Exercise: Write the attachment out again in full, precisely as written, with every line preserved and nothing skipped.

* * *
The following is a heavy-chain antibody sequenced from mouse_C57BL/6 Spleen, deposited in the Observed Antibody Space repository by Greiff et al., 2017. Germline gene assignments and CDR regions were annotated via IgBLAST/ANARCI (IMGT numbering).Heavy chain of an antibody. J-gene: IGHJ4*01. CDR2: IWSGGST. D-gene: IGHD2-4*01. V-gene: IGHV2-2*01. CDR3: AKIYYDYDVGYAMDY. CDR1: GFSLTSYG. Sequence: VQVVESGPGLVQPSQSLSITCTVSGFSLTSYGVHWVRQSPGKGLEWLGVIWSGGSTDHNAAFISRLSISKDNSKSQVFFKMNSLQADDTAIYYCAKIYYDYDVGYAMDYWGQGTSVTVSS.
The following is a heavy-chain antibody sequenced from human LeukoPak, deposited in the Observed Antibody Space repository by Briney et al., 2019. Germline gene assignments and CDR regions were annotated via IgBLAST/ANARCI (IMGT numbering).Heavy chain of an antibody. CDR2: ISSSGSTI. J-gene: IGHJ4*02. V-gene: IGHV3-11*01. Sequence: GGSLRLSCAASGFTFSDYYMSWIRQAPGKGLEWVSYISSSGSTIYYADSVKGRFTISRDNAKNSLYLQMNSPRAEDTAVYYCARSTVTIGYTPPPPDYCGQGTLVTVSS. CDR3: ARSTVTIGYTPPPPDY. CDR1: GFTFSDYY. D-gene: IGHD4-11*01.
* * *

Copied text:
The following is a heavy-chain antibody sequenced from mouse_C57BL/6 Spleen, deposited in the Observed Antibody Space repository by Greiff et al., 2017. Germline gene assignments and CDR regions were annotated via IgBLAST/ANARCI (IMGT numbering).Heavy chain of an antibody. J-gene: IGHJ4*01. CDR2: IWSGGST. D-gene: IGHD2-4*01. V-gene: IGHV2-2*01. CDR3: AKIYYDYDVGYAMDY. CDR1: GFSLTSYG. Sequence: VQVVESGPGLVQPSQSLSITCTVSGFSLTSYGVHWVRQSPGKGLEWLGVIWSGGSTDHNAAFISRLSISKDNSKSQVFFKMNSLQADDTAIYYCAKIYYDYDVGYAMDYWGQGTSVTVSS.
The following is a heavy-chain antibody sequenced from human LeukoPak, deposited in the Observed Antibody Space repository by Briney et al., 2019. Germline gene assignments and CDR regions were annotated via IgBLAST/ANARCI (IMGT numbering).Heavy chain of an antibody. CDR2: ISSSGSTI. J-gene: IGHJ4*02. V-gene: IGHV3-11*01. Sequence: GGSLRLSCAASGFTFSDYYMSWIRQAPGKGLEWVSYISSSGSTIYYADSVKGRFTISRDNAKNSLYLQMNSPRAEDTAVYYCARSTVTIGYTPPPPDYCGQGTLVTVSS. CDR3: ARSTVTIGYTPPPPDY. CDR1: GFTFSDYY. D-gene: IGHD4-11*01.